60% of drivers say they are delayed at least three times a week

user-gravatar
detention-loading-dock

A new review of two studies in 2014 and 2018 by the American Transportation Research Institute found “detention frequency and length has increased, with negative impacts on driver productivity, regulatory compliance, and compensation,” according to ATRI’s summary of its report on the issue.

Not surprisingly, truckers had plenty to say.

Among other things, the ATRI report found there was a nearly 40% increase in drivers who reported that the majority of their pick-ups and deliveries were delayed over the past 12 months due to customer actions. It also said drivers reported a 27.4% increase in delays of six or more hours, and delay lengths of two or more hours increased 11.2% between 2014 and 2018.

When Truckers News posted our original story about the detention study, we asked drivers about their experiences. Our unscientific online poll asked, “How often are you detained at a shipper or receiver for more than two hours?” The results were:

  • 31.7% every time I pick up or deliver
  • 28.3% three times a week
  • 23.5 two times a week
  • 9.4 once a week
  • 5 % once a month
  • 2% never

Here are some of the comments from the Truckers News Facebook page and our website:

Dana Turner: Well, amazing they are finally figuring out that drivers sometimes don’t get paid for detention. And some places hold drivers for long periods of time. Then a driver gets a load and is expected to arrive the next morning, which sometimes (is) impossible. Most shipping and receivers do not care a driver is on a clock.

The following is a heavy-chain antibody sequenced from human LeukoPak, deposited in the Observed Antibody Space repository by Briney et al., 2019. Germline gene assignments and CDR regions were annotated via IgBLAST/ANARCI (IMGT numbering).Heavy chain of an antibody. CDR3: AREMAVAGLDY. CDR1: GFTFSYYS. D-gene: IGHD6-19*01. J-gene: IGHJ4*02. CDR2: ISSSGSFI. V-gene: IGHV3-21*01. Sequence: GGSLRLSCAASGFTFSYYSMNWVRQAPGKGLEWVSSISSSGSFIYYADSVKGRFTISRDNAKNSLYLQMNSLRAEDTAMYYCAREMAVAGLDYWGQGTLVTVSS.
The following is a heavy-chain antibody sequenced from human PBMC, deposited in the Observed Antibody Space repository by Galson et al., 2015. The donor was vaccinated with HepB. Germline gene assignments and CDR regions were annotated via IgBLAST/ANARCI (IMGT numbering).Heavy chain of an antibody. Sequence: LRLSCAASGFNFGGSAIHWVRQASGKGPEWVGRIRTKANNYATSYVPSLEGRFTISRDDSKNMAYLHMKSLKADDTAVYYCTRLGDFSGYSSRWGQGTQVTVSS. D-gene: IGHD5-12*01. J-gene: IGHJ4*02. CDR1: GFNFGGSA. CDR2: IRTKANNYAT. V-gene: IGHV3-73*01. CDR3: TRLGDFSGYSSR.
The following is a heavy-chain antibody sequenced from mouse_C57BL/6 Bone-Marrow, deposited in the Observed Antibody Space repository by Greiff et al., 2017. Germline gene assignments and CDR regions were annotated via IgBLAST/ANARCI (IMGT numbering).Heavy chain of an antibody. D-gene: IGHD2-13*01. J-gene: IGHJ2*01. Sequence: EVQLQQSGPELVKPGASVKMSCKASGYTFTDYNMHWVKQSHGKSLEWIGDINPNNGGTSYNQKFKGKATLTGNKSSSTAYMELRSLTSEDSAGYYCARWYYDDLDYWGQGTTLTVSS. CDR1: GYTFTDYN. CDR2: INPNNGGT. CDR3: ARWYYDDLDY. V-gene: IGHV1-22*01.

BK: No, they won’t care. If they are forced to provide parking and facilities for drivers then they would care.

Willie Perez: As a flatbed driver most dispatcher will tell drivers if we get paid, you will. So, in other words, your not getting s*** but your clock keeps on ticking.

Mike Main: At the Dr Pepper/Snapple in Victorville they recently told my company if we are late, then we have to reschedule for the next day. Since then, had one pickup that even though I was on time it took 3 hours to start getting loaded. The next time got there 1 hour early and it literally took 1 hour just to get to the guard shack. Then the guard says “Outta doors, gonna have to call you when one opens.” Was there for 4 hours total. So, it’s the end of the world if the driver is late, but naturally, it’s a “too bad so sad” scenario if they make you wait several hours. And they will make you wait. There’s not a damn thing a lowly truck driver can do about it.

Michael Hildebrand: They needed a study for that?
William Perkins: The reason is because they are focused on destroying (the) driver, not the people that don’t have a clue what’s going on in the shipper and receiving management.
Jeff Ledbetter: Seems to be worse at the places where you have to deal with union workers.
Thomas Brent Justice: 24 hrs detention time at shippers over the last two days due to federal USDA inspectors not getting to inspecting export load. When asked shipper why so long waiting was told a couple of inspectors didn’t care about shipping inspections and would “get to them whenever they wanted to.” Left shipper at 1 a.m, this morning. Shipper turning load around because it won’t make delivery time. Ridiculous!!!!
Left Lane: You’re early they take their time, you’re late, forget about it! What’s the sense of giving an appointment time and not honoring it? I guarantee you if delays were monitored by a more structural system (FMCSA), and after 2 hours detention kicks in, these shippers and receivers will add getting the driver out accordingly, a priority!